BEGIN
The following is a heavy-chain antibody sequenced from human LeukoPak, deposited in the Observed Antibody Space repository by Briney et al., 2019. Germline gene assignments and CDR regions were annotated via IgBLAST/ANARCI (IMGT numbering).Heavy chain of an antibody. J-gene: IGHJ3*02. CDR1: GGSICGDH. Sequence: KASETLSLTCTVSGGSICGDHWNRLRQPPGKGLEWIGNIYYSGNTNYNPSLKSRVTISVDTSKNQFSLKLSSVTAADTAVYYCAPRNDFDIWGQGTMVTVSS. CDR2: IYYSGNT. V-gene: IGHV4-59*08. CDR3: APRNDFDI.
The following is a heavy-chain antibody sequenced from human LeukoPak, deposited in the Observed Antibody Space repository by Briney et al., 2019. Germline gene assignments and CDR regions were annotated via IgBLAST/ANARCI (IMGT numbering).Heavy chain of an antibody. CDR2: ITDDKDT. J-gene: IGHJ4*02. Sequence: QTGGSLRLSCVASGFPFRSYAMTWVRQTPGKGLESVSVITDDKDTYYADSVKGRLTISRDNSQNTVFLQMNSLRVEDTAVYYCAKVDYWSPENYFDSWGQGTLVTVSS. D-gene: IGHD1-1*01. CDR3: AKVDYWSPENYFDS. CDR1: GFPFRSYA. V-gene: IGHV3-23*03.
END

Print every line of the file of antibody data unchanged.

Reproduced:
The following is a heavy-chain antibody sequenced from human LeukoPak, deposited in the Observed Antibody Space repository by Briney et al., 2019. Germline gene assignments and CDR regions were annotated via IgBLAST/ANARCI (IMGT numbering).Heavy chain of an antibody. J-gene: IGHJ3*02. CDR1: GGSICGDH. Sequence: KASETLSLTCTVSGGSICGDHWNRLRQPPGKGLEWIGNIYYSGNTNYNPSLKSRVTISVDTSKNQFSLKLSSVTAADTAVYYCAPRNDFDIWGQGTMVTVSS. CDR2: IYYSGNT. V-gene: IGHV4-59*08. CDR3: APRNDFDI.
The following is a heavy-chain antibody sequenced from human LeukoPak, deposited in the Observed Antibody Space repository by Briney et al., 2019. Germline gene assignments and CDR regions were annotated via IgBLAST/ANARCI (IMGT numbering).Heavy chain of an antibody. CDR2: ITDDKDT. J-gene: IGHJ4*02. Sequence: QTGGSLRLSCVASGFPFRSYAMTWVRQTPGKGLESVSVITDDKDTYYADSVKGRLTISRDNSQNTVFLQMNSLRVEDTAVYYCAKVDYWSPENYFDSWGQGTLVTVSS. D-gene: IGHD1-1*01. CDR3: AKVDYWSPENYFDS. CDR1: GFPFRSYA. V-gene: IGHV3-23*03.